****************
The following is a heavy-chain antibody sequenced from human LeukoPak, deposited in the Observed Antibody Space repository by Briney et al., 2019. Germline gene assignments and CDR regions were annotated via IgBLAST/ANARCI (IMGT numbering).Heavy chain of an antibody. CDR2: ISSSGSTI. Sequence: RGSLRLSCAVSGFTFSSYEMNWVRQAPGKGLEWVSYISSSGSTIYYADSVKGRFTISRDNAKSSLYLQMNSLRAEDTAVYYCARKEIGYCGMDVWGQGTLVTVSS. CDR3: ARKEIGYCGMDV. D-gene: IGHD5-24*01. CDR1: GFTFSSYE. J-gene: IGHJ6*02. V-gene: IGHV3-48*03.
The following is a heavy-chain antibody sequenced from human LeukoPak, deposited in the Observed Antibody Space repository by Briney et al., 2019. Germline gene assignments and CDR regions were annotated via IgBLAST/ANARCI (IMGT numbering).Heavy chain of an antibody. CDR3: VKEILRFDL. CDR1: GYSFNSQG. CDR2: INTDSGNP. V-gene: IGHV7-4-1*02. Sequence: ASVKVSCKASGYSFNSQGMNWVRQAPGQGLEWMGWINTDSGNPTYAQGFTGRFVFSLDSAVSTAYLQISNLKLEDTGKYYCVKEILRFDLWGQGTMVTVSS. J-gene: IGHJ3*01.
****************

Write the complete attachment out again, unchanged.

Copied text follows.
The following is a heavy-chain antibody sequenced from human LeukoPak, deposited in the Observed Antibody Space repository by Briney et al., 2019. Germline gene assignments and CDR regions were annotated via IgBLAST/ANARCI (IMGT numbering).Heavy chain of an antibody. CDR2: ISSSGSTI. Sequence: RGSLRLSCAVSGFTFSSYEMNWVRQAPGKGLEWVSYISSSGSTIYYADSVKGRFTISRDNAKSSLYLQMNSLRAEDTAVYYCARKEIGYCGMDVWGQGTLVTVSS. CDR3: ARKEIGYCGMDV. D-gene: IGHD5-24*01. CDR1: GFTFSSYE. J-gene: IGHJ6*02. V-gene: IGHV3-48*03.
The following is a heavy-chain antibody sequenced from human LeukoPak, deposited in the Observed Antibody Space repository by Briney et al., 2019. Germline gene assignments and CDR regions were annotated via IgBLAST/ANARCI (IMGT numbering).Heavy chain of an antibody. CDR3: VKEILRFDL. CDR1: GYSFNSQG. CDR2: INTDSGNP. V-gene: IGHV7-4-1*02. Sequence: ASVKVSCKASGYSFNSQGMNWVRQAPGQGLEWMGWINTDSGNPTYAQGFTGRFVFSLDSAVSTAYLQISNLKLEDTGKYYCVKEILRFDLWGQGTMVTVSS. J-gene: IGHJ3*01.